As if the classical ruins were not enough…
The traditional image of Paestum is that of an ancient Greek city with its splendid temples and massive walls. However, the limestone shelf on which Poseidonia was built had been inhabited since prehistoric times when nomadic populations lived by hunting and gathering in a continuous search for resources.
When the most important material for tools became metal, which was mined and made into a molten alloy, new roles emerged such as smiths and metalworkers. Pastoralism became increasingly important, as is shown by pottery vessels such as boilers, containers for storing rennet and keeping cheeses.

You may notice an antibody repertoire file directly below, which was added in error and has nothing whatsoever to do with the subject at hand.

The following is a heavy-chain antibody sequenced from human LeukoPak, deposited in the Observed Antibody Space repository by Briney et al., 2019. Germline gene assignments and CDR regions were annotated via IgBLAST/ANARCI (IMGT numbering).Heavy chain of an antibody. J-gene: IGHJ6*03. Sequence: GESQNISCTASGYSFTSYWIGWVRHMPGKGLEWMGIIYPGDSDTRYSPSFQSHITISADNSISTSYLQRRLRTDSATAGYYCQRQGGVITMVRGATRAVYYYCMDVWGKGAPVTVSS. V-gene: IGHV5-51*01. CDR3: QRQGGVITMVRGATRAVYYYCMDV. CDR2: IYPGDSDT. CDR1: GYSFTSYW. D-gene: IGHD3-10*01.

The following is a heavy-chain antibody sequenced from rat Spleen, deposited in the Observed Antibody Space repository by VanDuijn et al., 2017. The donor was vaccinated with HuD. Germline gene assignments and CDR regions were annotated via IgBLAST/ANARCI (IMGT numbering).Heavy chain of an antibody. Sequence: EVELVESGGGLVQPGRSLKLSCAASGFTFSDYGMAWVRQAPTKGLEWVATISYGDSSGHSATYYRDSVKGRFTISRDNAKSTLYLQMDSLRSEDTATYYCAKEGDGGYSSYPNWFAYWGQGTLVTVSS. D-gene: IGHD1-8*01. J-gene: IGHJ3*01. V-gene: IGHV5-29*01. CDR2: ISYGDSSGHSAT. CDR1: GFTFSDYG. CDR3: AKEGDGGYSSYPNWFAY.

On 9 September 1943 Allied troops landed on the coast of Italy. During the work to build a military airport in the Spina-Gaudo area, they used a bed of limestone as a mine which turned out to be a large late Neolithic and early Bronze Age cemetery. The cemetery was explored by an archaeological team led by Lt J.G.S. Brinson. The importance of the discovery is shown by the fact that the cemetery gave its name to an entire prehistoric culture: the “Gaudo culture”.
The tombs had a clear layout: a vertical shaft at the entrance led to one or two burial chambers sealed by a travertine slab. The tombs were reopened periodically for new burials or to alter existing burials.